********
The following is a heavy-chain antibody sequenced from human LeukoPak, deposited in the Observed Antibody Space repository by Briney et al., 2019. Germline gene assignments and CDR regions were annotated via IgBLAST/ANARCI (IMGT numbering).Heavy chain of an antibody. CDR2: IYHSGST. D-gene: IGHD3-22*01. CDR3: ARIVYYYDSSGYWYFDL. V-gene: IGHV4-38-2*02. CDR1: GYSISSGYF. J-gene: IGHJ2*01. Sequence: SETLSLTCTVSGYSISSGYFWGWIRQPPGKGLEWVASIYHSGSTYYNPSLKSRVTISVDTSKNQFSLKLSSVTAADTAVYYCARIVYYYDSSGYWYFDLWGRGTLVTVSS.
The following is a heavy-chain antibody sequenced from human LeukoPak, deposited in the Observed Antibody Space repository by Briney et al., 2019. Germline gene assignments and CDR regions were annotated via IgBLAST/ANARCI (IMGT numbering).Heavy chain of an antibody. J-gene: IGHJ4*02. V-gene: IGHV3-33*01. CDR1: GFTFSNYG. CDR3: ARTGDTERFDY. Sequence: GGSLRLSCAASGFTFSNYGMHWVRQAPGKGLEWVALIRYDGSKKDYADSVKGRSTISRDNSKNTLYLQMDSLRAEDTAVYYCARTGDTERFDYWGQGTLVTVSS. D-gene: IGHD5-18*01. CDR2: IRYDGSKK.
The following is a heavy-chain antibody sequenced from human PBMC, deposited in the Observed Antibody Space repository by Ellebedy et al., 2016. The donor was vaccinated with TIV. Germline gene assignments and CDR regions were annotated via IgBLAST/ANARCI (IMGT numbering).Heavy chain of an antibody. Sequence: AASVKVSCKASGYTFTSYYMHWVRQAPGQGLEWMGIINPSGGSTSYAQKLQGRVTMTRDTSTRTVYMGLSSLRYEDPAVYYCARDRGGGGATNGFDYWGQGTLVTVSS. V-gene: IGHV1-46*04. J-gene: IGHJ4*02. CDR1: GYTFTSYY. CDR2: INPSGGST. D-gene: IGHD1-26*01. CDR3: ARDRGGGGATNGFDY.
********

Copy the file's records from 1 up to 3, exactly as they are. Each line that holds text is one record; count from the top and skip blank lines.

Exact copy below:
The following is a heavy-chain antibody sequenced from human LeukoPak, deposited in the Observed Antibody Space repository by Briney et al., 2019. Germline gene assignments and CDR regions were annotated via IgBLAST/ANARCI (IMGT numbering).Heavy chain of an antibody. CDR2: IYHSGST. D-gene: IGHD3-22*01. CDR3: ARIVYYYDSSGYWYFDL. V-gene: IGHV4-38-2*02. CDR1: GYSISSGYF. J-gene: IGHJ2*01. Sequence: SETLSLTCTVSGYSISSGYFWGWIRQPPGKGLEWVASIYHSGSTYYNPSLKSRVTISVDTSKNQFSLKLSSVTAADTAVYYCARIVYYYDSSGYWYFDLWGRGTLVTVSS.
The following is a heavy-chain antibody sequenced from human LeukoPak, deposited in the Observed Antibody Space repository by Briney et al., 2019. Germline gene assignments and CDR regions were annotated via IgBLAST/ANARCI (IMGT numbering).Heavy chain of an antibody. J-gene: IGHJ4*02. V-gene: IGHV3-33*01. CDR1: GFTFSNYG. CDR3: ARTGDTERFDY. Sequence: GGSLRLSCAASGFTFSNYGMHWVRQAPGKGLEWVALIRYDGSKKDYADSVKGRSTISRDNSKNTLYLQMDSLRAEDTAVYYCARTGDTERFDYWGQGTLVTVSS. D-gene: IGHD5-18*01. CDR2: IRYDGSKK.
The following is a heavy-chain antibody sequenced from human PBMC, deposited in the Observed Antibody Space repository by Ellebedy et al., 2016. The donor was vaccinated with TIV. Germline gene assignments and CDR regions were annotated via IgBLAST/ANARCI (IMGT numbering).Heavy chain of an antibody. Sequence: AASVKVSCKASGYTFTSYYMHWVRQAPGQGLEWMGIINPSGGSTSYAQKLQGRVTMTRDTSTRTVYMGLSSLRYEDPAVYYCARDRGGGGATNGFDYWGQGTLVTVSS. V-gene: IGHV1-46*04. J-gene: IGHJ4*02. CDR1: GYTFTSYY. CDR2: INPSGGST. D-gene: IGHD1-26*01. CDR3: ARDRGGGGATNGFDY.